When NASA’s space shuttle re-entered the earth’s atmosphere the ship endured immense amounts of pressure and heat. The ship was built in such a way as to shield the astronauts from these elements. Even with the ship doing its job, the astronauts still experienced up to 3Gs (gravitational forces). This was only one aspect – the physical – of re-entry that the astronauts had to endure.
When we have a particular experience that changes us, returning to our normal schedules, relationships, and responsibilities, can be jarring at best. Schedules do not respect the time needed to process changes. Relationships take some time to adjust to the change (while some fight for the consistency of the past). Responsibilities often exist as static markers in a world that’s in flux.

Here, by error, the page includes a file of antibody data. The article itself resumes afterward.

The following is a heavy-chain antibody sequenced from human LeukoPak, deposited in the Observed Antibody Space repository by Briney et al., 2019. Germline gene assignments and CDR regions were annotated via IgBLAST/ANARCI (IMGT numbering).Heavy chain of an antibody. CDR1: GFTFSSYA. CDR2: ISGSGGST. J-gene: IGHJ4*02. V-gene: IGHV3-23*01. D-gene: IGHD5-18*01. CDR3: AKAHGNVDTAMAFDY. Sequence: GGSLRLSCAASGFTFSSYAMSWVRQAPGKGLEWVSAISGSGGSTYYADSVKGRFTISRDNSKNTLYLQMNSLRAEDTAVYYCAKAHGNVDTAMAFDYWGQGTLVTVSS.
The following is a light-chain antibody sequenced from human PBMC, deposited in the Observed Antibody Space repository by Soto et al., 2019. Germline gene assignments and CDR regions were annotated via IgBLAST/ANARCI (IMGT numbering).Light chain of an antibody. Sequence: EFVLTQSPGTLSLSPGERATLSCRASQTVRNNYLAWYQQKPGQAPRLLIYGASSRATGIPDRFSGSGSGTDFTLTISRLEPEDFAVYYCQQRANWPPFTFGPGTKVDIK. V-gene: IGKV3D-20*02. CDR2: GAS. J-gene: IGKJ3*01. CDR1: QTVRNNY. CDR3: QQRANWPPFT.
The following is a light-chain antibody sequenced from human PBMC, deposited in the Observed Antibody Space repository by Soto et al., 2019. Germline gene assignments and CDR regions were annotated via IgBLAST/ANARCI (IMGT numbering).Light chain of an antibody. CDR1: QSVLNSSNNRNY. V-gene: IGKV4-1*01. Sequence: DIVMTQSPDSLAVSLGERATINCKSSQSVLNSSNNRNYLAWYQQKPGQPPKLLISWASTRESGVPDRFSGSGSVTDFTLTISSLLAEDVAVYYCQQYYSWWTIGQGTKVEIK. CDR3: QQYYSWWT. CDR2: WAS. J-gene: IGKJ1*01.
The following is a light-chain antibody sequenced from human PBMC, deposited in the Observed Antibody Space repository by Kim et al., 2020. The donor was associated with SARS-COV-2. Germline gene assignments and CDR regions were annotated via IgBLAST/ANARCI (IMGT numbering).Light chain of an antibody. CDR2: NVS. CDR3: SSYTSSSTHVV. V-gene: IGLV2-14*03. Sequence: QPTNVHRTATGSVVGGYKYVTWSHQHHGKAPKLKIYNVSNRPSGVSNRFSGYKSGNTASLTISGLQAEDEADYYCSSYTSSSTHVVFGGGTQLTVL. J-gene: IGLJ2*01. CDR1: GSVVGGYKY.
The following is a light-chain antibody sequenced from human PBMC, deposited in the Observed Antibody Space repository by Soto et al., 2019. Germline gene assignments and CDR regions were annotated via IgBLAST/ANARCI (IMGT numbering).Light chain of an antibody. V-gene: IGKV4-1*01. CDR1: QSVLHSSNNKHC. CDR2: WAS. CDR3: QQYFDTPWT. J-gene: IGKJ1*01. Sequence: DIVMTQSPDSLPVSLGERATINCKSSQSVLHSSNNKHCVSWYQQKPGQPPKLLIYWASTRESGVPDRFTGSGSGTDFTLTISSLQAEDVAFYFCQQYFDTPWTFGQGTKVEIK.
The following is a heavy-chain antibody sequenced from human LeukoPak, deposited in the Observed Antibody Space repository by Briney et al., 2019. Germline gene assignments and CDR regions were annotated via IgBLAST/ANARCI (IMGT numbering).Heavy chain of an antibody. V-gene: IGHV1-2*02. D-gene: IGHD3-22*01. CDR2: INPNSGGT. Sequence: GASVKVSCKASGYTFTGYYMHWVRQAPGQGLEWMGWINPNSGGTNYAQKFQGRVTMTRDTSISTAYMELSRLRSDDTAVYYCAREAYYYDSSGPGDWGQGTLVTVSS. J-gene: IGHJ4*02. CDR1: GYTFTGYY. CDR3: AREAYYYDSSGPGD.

Have you recently experienced an event that dramatically changed you? If so, give yourself some time and space to allow that change to settle. Carve out some time in your schedule to honor the experience you’ve just had. Bring the people you care about alongside you. Let them know what you’ve experienced and what you’re processing. Allow the responsibilities to provide some consistency around you.
In that, we can hope to protect ourselves from the heat and pressure, and lessen the forces that impact us as we re-enter our lives after a dramatic shift.